Caught in a Bad Romance: A 'Piercing' film review
by Will Lindus
Reed has a plan. He packs his bags, gives his wife and his baby a goodbye kiss, and departs for what appears to be a normal, run-of-the-mill business trip. Reed also has dark urges, though, formed by trauma from his past. For Reed, the only way to quell these urges is to give in to them, to taste the forbidden fruits of violence and of murder so that he can cast these thoughts from his mind. After arriving at his hotel room, Reed meticulously prepares to enact his plan to call an escort service, to invite a prostitute to his room, and to kill her to sate his dark appetites.
If you think you’ve nailed down what Piercing is all about based on the introductory description, then you’re in for a surprise. What begins as a story reminiscent of an episode of Dexter morphs into something wholly unique and quite disturbing when the prostitute, an unhinged woman named Jackie with a dark edge of her own, finally arrives.
Piercing is the sophomore film by director Nicolas Pesce, who made a splash in 2016 with the indie horror hit The Eyes of My Mother. Whereas that film felt like a monochrome arthouse retelling of a 70s slasher flick, Pesce utilizes a different approach for Piercing, demonstrating his versatility as a horror director as well as his eagerness to experiment with style. Here, Pesce creates a discomforting blend of contemporary Cronenberg, 1970s psychosexual thrillers, and a splash of DePalma. With each frame, Piercing threatens sex and violence, and while it certainly delivers on these points, it is the ever-present tension that permeates every scene that demands attention. All of this is accomplished with a color palette that feels intentionally (but subtly) artificial, along with the disquieting absence of any ‘real’ establishing shots of roads or buildings. Whenever such a shot is required, Pesce utilizes models and backdrops, casting the film almost like a macabre stage production. The effect is unsettling.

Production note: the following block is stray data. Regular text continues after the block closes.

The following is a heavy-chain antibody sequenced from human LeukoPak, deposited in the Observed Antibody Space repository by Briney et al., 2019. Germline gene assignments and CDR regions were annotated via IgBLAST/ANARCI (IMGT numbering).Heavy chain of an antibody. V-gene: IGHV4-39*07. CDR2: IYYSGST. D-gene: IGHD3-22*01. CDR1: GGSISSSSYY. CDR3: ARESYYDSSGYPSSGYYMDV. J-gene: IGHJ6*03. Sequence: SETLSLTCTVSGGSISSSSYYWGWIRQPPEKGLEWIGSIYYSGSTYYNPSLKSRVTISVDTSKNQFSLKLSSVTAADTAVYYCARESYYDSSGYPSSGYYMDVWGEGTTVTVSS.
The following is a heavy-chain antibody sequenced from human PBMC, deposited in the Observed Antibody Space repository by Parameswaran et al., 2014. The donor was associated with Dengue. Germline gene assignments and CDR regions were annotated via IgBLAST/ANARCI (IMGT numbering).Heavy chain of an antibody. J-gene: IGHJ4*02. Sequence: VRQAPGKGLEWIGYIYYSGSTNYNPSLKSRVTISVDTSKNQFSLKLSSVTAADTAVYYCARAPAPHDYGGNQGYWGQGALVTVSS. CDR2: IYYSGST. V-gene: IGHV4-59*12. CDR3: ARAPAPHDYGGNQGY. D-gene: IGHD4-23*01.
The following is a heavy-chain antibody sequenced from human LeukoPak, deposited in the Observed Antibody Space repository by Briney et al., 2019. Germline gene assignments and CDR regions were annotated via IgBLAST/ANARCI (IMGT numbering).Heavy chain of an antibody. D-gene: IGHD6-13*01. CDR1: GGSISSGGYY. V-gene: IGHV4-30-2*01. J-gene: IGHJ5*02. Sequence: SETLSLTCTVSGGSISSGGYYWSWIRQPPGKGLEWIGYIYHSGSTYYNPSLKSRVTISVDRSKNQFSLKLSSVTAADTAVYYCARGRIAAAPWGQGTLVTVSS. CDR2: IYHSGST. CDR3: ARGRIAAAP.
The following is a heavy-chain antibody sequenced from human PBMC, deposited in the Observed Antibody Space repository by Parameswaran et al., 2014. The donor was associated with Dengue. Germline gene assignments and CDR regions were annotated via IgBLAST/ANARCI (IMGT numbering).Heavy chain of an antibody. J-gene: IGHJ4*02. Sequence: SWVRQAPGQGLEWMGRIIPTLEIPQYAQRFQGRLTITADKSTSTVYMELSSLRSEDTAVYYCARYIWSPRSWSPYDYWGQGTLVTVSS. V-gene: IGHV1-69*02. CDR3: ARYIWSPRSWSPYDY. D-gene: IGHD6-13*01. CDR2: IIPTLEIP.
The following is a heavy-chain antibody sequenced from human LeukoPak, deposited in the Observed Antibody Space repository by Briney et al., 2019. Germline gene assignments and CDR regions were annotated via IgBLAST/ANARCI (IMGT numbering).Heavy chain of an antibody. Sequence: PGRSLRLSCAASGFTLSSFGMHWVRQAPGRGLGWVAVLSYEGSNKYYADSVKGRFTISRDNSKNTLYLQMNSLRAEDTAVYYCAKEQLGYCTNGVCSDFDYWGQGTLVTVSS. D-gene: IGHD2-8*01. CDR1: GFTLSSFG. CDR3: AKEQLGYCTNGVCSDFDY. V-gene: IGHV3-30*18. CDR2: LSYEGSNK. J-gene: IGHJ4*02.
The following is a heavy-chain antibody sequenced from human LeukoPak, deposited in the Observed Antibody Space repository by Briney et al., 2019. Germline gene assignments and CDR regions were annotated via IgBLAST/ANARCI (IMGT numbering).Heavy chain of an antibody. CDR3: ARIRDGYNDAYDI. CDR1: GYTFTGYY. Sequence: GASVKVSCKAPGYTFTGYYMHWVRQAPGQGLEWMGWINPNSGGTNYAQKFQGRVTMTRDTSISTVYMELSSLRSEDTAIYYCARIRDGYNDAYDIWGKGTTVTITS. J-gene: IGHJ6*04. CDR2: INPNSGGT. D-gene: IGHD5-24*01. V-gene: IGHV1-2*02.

While a few supporting characters appear throughout the film, this is essentially a two-hander, with Christopher Abbott (Reed) and Mia Wasikowska (Jackie) carrying the momentum of the narrative with their fearless performances. The two possess a chemistry that is as attractive as it is repulsive, with the characters pushing and pulling from one another as their power dynamics shift. It’s dizzying, but it works.
Also of note is the origin of the story. The story that formed the inspiration for the script was penned by Ryû Murakami, a Japanese horror writer with my titles to his credit, most notably being Takashi Miike’s notorious horror film Audition. Murakami’s story, adapted for script and for screen by Pesce, almost defies description, existing in a realm that is rarely seen in contemporary horror.
Bottom Line: Look, I’ve left a lot of details out of this review because part of the joy of Piercing is in its frustrating inability to remain predictable. The more you know about Piercing, the less enjoyable its twists and turns become. Even the trailer (which I’ve linked below) gives away too much, so use caution. I suspect that this film will be divisive, and that’s okay; not all films are for all people. Even if I’m the only person who enjoys this fucked up horror love story, I can live with that. It is unsettling, it is disturbing, and it is challenging, but for this horror fan, it was also a rewarding breath of fresh air.
4 out of 5 Bear Paws